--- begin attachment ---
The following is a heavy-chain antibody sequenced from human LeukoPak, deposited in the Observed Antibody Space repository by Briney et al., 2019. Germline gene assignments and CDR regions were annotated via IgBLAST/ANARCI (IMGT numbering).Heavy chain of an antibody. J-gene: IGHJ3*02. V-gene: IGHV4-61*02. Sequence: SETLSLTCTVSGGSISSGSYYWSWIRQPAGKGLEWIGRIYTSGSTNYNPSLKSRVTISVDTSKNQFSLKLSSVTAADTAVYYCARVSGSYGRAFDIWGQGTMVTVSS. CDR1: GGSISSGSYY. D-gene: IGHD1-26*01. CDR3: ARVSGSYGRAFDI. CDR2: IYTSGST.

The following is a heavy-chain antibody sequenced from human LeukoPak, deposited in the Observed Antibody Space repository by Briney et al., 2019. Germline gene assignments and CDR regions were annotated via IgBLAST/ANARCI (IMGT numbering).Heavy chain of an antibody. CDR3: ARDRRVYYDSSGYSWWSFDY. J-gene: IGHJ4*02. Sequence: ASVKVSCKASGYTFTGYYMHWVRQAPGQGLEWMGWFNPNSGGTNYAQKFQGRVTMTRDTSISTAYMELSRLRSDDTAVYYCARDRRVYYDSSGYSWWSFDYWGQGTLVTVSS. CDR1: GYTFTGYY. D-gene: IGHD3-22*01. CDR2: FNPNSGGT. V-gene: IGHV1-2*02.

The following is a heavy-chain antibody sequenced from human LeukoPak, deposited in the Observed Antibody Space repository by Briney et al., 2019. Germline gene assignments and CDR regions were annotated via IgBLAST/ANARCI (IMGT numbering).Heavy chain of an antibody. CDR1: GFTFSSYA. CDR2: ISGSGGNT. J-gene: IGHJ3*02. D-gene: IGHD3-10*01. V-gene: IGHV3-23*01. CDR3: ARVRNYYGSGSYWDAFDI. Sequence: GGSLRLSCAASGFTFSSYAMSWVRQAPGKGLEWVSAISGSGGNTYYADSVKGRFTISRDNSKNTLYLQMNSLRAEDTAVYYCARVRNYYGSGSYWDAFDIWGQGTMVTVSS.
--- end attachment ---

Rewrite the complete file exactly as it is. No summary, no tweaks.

The following is a heavy-chain antibody sequenced from human LeukoPak, deposited in the Observed Antibody Space repository by Briney et al., 2019. Germline gene assignments and CDR regions were annotated via IgBLAST/ANARCI (IMGT numbering).Heavy chain of an antibody. J-gene: IGHJ3*02. V-gene: IGHV4-61*02. Sequence: SETLSLTCTVSGGSISSGSYYWSWIRQPAGKGLEWIGRIYTSGSTNYNPSLKSRVTISVDTSKNQFSLKLSSVTAADTAVYYCARVSGSYGRAFDIWGQGTMVTVSS. CDR1: GGSISSGSYY. D-gene: IGHD1-26*01. CDR3: ARVSGSYGRAFDI. CDR2: IYTSGST.

The following is a heavy-chain antibody sequenced from human LeukoPak, deposited in the Observed Antibody Space repository by Briney et al., 2019. Germline gene assignments and CDR regions were annotated via IgBLAST/ANARCI (IMGT numbering).Heavy chain of an antibody. CDR3: ARDRRVYYDSSGYSWWSFDY. J-gene: IGHJ4*02. Sequence: ASVKVSCKASGYTFTGYYMHWVRQAPGQGLEWMGWFNPNSGGTNYAQKFQGRVTMTRDTSISTAYMELSRLRSDDTAVYYCARDRRVYYDSSGYSWWSFDYWGQGTLVTVSS. CDR1: GYTFTGYY. D-gene: IGHD3-22*01. CDR2: FNPNSGGT. V-gene: IGHV1-2*02.

The following is a heavy-chain antibody sequenced from human LeukoPak, deposited in the Observed Antibody Space repository by Briney et al., 2019. Germline gene assignments and CDR regions were annotated via IgBLAST/ANARCI (IMGT numbering).Heavy chain of an antibody. CDR1: GFTFSSYA. CDR2: ISGSGGNT. J-gene: IGHJ3*02. D-gene: IGHD3-10*01. V-gene: IGHV3-23*01. CDR3: ARVRNYYGSGSYWDAFDI. Sequence: GGSLRLSCAASGFTFSSYAMSWVRQAPGKGLEWVSAISGSGGNTYYADSVKGRFTISRDNSKNTLYLQMNSLRAEDTAVYYCARVRNYYGSGSYWDAFDIWGQGTMVTVSS.